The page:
I’m still sceptical though. This is only one comet. We’re going to need to study many, many more before we reach a definitive conclusion. From what I’ve studied, hydrated minerals seem to fit best with the available evidence, but as more comes in I’m willing to change my mind.

The report from the ESA science can be read here
The report on a possible 5th giant/ice giant can be read here 

New moon discovered around Pluto

Hubble’s still turning up surprises, even today. Whilst focusing her gaze at Pluto, doing some extra research in preparation for the New Horizons flyby in 2015, Hubble has found an extra blob in its vicinity. That’s right Pluto has a new moon.

New Moon 'P4' Discovered Around Pluto

Pluto already has 3 moons. Charon is the biggest at over 1000km across and is the largest moon in the solar system when compared to the size of its companion, Pluto. There’s also Nix, Hydra and now P4, although that isn’t it’s official name just a nickname for the time being.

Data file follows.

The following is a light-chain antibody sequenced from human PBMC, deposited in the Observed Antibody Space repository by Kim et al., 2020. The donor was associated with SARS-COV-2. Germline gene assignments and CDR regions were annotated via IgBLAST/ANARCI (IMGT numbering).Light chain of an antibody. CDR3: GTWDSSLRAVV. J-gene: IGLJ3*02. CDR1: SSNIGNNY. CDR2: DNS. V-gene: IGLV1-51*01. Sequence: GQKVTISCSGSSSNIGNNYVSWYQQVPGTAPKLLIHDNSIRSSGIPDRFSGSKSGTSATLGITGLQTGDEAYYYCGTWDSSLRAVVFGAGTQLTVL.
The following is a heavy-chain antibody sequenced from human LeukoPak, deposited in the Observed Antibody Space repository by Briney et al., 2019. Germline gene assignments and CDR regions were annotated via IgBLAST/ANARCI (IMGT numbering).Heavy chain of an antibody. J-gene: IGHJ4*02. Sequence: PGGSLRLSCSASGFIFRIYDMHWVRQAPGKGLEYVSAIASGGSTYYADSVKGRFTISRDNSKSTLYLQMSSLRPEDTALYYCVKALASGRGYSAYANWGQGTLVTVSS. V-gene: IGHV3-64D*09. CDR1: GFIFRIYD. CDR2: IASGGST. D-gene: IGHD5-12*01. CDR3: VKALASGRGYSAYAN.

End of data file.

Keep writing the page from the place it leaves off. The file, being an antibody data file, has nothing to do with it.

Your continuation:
The new moon could be between about 10-40km across, making it Pluto’s smallest moon. It’s difficult to judge its size initially. It’s probably a very icy body, like most things out this far – 5.9 billion km – meaning that it’d have a fairly icy surface. If this is the case the moon reflects a lot of the light from Sun and that’ll mean it’d be on the smaller side of things. If it’s reflecting a small amount of light though, meaning it’s a darker body (this could be due to radiation effects) then it’d be on the larger side of things.

The Pluto System

P4 fits nicely between the orbits of Nix and Hydra. It’s thought that the moons were created in a large impact event much like the theory behind our own moons formation where a large body hit the planet, flung material into space and then re-coalesced to form the moon.

We’ll be finding out more about this intriguing, unexplored part of the Solar System when New Horizons flies by in 4 years time. It’s a pretty exciting mission where we’ll be looking in detail at Kuiper Belt Objects for the first time.

More information on this discovery from NASA, the BBC and New Scientist

A New World – Dawn approaching Vesta